Knudsen also identified two other key takeaways from this research: “security must be integrated [into] every part of software development” and “systems and devices must be able to update themselves securely, and the manufacturer must make a commitment to maintaining the software for some clearly stated time period.”
Complicating matters further, Treck in the 1990s co-developed the buggy TCP/IP stack with Japanese company Elmic Systems — now known as Zuken Elmic — until they later split from each other and began independently managing their own version under different product names. This meant the researchers also needed to separately reach out to Zuken Elmic with the help of Japan’s CERT/CC. (JSOF also credited Israel’s national CERT for help with global outreach, along with the aforementioned CERT/CC and ICS-CERT.)
Seri from Armis understands why this must have been a daunting undertaking. “From my experience in finding URGENT/11, I saw just how difficult it was to reach out to the ecosystem of vendors using one TCP/IP stack,” he said. “The IoT system is interconnected to the point of confusion, and can expose many businesses.”
As Treck attempted to track down its own customers, JSOF also worked with security vendors CyberMDX and Forescout to check their respective client networks for any signatures corresponding to use of the TCP/IP stack.
For those unable to apply Treck’s patch, JSOF said other mitigative actions include minimizing embedded and critical devices’ exposure to the network and internet, limiting internet access, segregating OT networks and devices behind firewalls and isolating them, and enabling only secure remote access methods. JSOF also suggests blocking anomalous IP traffic, blocking network attacks via deep packet inspection, and employing preemptive traffic filtering.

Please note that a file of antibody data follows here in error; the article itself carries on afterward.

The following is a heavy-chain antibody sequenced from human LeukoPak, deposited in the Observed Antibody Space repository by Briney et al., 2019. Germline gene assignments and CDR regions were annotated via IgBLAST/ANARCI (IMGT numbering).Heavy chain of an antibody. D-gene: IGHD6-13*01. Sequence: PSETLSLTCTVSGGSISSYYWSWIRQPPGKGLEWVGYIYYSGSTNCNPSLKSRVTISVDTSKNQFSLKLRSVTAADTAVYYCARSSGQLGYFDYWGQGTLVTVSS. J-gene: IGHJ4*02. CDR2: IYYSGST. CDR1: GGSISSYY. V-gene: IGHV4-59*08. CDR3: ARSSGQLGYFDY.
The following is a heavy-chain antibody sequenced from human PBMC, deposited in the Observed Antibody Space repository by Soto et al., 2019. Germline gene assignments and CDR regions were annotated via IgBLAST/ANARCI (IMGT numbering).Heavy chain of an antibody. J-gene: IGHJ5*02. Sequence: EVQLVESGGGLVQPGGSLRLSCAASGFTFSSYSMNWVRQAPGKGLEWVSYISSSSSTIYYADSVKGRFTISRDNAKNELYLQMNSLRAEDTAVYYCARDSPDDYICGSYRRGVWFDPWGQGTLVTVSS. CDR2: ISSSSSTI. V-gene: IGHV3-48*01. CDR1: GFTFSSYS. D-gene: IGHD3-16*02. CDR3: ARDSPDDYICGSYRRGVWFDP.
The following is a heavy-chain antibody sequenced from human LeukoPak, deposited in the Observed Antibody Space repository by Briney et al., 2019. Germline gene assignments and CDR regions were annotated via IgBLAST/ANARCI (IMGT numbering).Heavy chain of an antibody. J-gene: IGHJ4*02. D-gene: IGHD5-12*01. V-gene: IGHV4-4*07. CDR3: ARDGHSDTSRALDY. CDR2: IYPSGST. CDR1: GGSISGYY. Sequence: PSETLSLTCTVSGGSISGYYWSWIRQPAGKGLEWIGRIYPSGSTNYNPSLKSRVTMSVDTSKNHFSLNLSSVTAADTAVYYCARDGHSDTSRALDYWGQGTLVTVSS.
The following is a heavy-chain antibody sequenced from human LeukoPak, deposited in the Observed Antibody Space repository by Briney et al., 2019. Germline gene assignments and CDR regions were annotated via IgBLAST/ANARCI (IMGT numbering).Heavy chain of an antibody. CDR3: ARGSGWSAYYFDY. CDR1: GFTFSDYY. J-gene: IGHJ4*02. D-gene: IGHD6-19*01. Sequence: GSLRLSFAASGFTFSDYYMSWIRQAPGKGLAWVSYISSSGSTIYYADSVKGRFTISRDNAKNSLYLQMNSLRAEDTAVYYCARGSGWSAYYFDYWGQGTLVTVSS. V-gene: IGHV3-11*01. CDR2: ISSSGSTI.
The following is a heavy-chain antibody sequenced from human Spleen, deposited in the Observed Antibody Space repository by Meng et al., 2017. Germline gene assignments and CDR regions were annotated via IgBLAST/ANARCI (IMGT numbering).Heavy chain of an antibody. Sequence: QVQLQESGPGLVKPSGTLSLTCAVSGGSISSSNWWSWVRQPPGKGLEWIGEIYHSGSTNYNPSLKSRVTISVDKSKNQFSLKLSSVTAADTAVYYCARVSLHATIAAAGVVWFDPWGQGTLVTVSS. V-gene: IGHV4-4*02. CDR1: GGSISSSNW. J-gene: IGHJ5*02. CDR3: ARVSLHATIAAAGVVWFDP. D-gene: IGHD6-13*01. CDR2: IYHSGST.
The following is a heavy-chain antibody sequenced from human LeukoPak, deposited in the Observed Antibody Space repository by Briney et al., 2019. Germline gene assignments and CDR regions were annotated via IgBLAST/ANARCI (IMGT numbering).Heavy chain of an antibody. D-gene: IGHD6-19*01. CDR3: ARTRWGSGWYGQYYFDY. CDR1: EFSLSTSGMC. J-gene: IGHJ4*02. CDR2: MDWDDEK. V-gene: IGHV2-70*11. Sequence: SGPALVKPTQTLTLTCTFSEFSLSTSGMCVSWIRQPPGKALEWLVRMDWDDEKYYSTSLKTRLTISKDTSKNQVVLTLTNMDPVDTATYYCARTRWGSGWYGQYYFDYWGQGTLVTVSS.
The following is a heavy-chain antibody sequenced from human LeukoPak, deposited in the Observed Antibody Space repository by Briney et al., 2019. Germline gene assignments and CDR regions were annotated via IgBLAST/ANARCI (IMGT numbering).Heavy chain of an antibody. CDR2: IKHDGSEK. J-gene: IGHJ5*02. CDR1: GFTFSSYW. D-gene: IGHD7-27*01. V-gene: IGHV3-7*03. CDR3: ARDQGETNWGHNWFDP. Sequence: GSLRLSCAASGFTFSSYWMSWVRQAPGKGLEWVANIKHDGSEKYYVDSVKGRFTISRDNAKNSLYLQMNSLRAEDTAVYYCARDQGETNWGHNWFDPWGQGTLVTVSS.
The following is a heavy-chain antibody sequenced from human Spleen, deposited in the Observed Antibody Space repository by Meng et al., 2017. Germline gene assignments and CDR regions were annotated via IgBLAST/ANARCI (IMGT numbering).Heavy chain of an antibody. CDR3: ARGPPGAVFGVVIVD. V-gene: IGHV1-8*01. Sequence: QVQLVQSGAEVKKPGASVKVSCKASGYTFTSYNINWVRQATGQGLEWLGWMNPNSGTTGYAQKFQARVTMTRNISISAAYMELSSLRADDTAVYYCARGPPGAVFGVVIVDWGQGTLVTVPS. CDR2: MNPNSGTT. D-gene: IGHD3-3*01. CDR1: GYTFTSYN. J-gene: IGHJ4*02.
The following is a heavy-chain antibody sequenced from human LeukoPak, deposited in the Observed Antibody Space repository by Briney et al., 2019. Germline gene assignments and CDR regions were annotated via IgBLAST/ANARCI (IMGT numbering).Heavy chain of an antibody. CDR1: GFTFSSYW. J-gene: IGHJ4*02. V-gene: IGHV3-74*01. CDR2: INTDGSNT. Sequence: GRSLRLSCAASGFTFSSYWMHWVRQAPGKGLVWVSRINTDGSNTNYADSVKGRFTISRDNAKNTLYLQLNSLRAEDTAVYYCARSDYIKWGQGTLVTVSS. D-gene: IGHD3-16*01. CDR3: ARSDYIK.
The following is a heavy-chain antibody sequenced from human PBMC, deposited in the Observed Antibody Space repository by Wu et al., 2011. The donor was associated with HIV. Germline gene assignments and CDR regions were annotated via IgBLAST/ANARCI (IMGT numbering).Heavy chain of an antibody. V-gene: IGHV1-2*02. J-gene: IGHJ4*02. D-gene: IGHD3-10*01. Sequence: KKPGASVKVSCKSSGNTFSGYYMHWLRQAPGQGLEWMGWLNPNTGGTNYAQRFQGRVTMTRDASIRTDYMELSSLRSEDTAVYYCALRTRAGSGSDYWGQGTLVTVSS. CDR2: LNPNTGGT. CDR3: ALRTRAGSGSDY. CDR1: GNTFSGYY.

“This is a classic case of finding critical vulnerabilities in embedded IoT devices that were designed years ago and may now be impossible or impractical to patch,” said Phil Neray, VP of IoT & industrial cybersecurity at CyberX. “The best strategy is to implement compensating controls such as network segmentation to make it harder for adversaries to connect to these devices, plus Network Traffic Analysis (NTA) with Security Orchestration, Automation, and Response (SOAR) to quickly spot anomalous behavior — and stop it — before they cause a safety incident, shut down production, or steal intellectual property.”
JSOF researchers say they started analyzing Treck in September 2019 and found troubling signs of vulnerabilities within months. So began the large-scale campaign to alert as many affected vendors as possible.
JSOF reports says it twice postponed public disclosure, ultimately giving companies a 120-day window to patch the bugs because multiple vendors requested more time, with some blaming COVID-19 for delays.
“The interesting thing about Ripple20 is the incredible extent of its impact, magnified by the supply chain factor,” the JSOF report states. “The widespread dissemination of the software library and its internal vulnerabilities was a natural consequence of the supply chain ripple effect. A single vulnerable component, through it may be relative small in and of itself, can ripple outward to impact a wide range of industries, applications, companies and people.”